When the polar vortex first arrived earlier this month, it drove record natural gas demand, prompted constraints on pipelines into New England and hampered delivery of other fuels, and now forecasters say the arctic cyclone could make a return appearance before the end of January.

“As the pattern responsible for rounds of nuisance snow and waves of cold air continues into next week, indications are that bitterly cold air will return later in the month courtesy of the polar vortex,” said Accuweather.com’s Alex Sosnowski. The polar vortex is expected to strengthen and move farther south later this month, bringing frigid temperatures to the Midwest and East, the meteorologist said Friday.

“There is the chance the cold may rival that of early January in some areas,” he said.

Natural gas marketers and end-users know all too well what could be in store. During the first polar vortex, which began on Jan. 6, prices for physical natural gas spiked. Gas traded on Monday, Jan. 6 recorded the three highest prices ever published in NGI’s Daily Gas Price Index, with a few points butting up against the $100/MMBtu level (see Daily GPI, Jan. 6a). The biggest gainers on the day proved to be points in and around New York City.

And some forecasters see the next appearance of the polar vortex lasting longer than the first. Temperatures in portions of the Mid-Atlantic “should average well below normal starting around next Tuesday, lasting at least through the end of January,” said Wes Junker of the Washington Post Capital Weather Gang.

A piece of the polar vortex — an extreme weather event that involves a persistent, large-scale cyclone located near one or both of the planet’s geographical poles — will continue to hover around the Hudson Bay and northern Quebec for several more days, producing a series of weak storms and brief waves of moderately cold air over Southern Canada and the North Central and Eastern United States, Sosnowski said. But during the third and fourth weeks of January, the pattern is expected to get more extreme.

“The polar vortex will move farther south and get stronger,” the forecaster said. “The pattern will gradually change the current mixture of Pacific and Arctic air in the Canada Prairies and the North Central U.S. to all Arctic air. The air will get significantly colder over the Canada Prairies and much of the eastern half of the nation as a result…

“The pattern has the potential to produce days of near- to below-zero cold from the Northern Plains to parts of the Midwest, more lasting cold in the Northeast and noteworthy episodes of cold over the interior South. Since the path of the bitterly cold air will be first directed over the North Central states, the cold will not be quite as severe by the time it reaches the Northeast, similar to that of early January.”

Cold that clamped down on much of the country during the first week of January prompted constraints on pipelines into New England, and throughput at a central Alabama gas utility ran at 10-year record levels (see Daily GPI, Jan. 6b; Jan. 7). One compressor station outage on the Texas Eastern pipeline in western Pennsylvania resulted in throughput reductions of nearly 600,000 Dth/d, or about 10% of the pipeline load. The high numbers extended south as far as Atlanta (see Daily GPI, Jan. 15; Jan. 14).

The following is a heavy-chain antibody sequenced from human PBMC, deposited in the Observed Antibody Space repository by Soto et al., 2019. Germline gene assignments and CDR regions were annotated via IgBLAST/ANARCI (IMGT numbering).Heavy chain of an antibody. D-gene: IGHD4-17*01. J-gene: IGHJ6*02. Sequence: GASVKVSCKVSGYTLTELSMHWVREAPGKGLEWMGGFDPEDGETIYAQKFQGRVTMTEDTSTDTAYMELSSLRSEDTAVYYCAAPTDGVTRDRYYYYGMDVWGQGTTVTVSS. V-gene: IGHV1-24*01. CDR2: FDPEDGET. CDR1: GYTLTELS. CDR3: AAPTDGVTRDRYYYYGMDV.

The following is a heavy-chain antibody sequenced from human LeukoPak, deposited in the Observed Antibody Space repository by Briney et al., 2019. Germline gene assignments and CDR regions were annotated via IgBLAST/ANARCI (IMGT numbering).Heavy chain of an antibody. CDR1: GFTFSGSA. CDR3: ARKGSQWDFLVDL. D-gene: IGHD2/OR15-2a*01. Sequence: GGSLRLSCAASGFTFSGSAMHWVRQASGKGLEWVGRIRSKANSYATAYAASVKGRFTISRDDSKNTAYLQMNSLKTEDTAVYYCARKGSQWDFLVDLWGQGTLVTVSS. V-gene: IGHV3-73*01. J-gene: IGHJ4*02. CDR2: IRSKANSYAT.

Power system operators also reported problems during the cold snap such as frozen coal stockpiles at coal-fired generating stations, problems with fuel-switching at dual-fuel units, and wind turbines reaching their minimum operating temperatures, according to a preliminary review by FERC (see Daily GPI, Jan. 16a). Two nuclear units tripped due to equipment problems, “but it is not clear at this time if the problems were related to the cold temperatures,” according to the Federal Energy Regulatory Commission (FERC) report.

Preliminary data indicates that forced generation outages were significant in some regions — at least 50 GW in the most severely impacted areas of the Eastern Interconnection, higher than the historical wintertime average forced outage of 33 GW — but more analysis is needed to determine how much of it was weather-related, FERC said.

Demand for natural gas hit 137 Bcf/d on Jan. 7, 11 Bcf/d more than the previous winter record set in 2008-2009, according to FERC, driving prices to record highs and helping push withdrawal from storage for the week ending Jan. 10 to a record high 287 Bcf (see Daily GPI, Jan. 16b).

“The Jan. 10 withdrawal is the largest for the 20 years for which data exist and the latest in a season already characterized by withdrawals much larger than average,” the Energy Information Administration said Friday. The reported “storage withdrawal was the second record-breaking weekly stock draw this season; the withdrawal of 285 Bcf for the week ending Dec. 13 exceeded the previous record of 274 Bcf from January 2008 [see Daily GPI, Dec. 19. 2013]. Cumulative net withdrawals, as of Jan. 10, 2014, exceeded the previous record levels posted during the 2000-2001 heating season.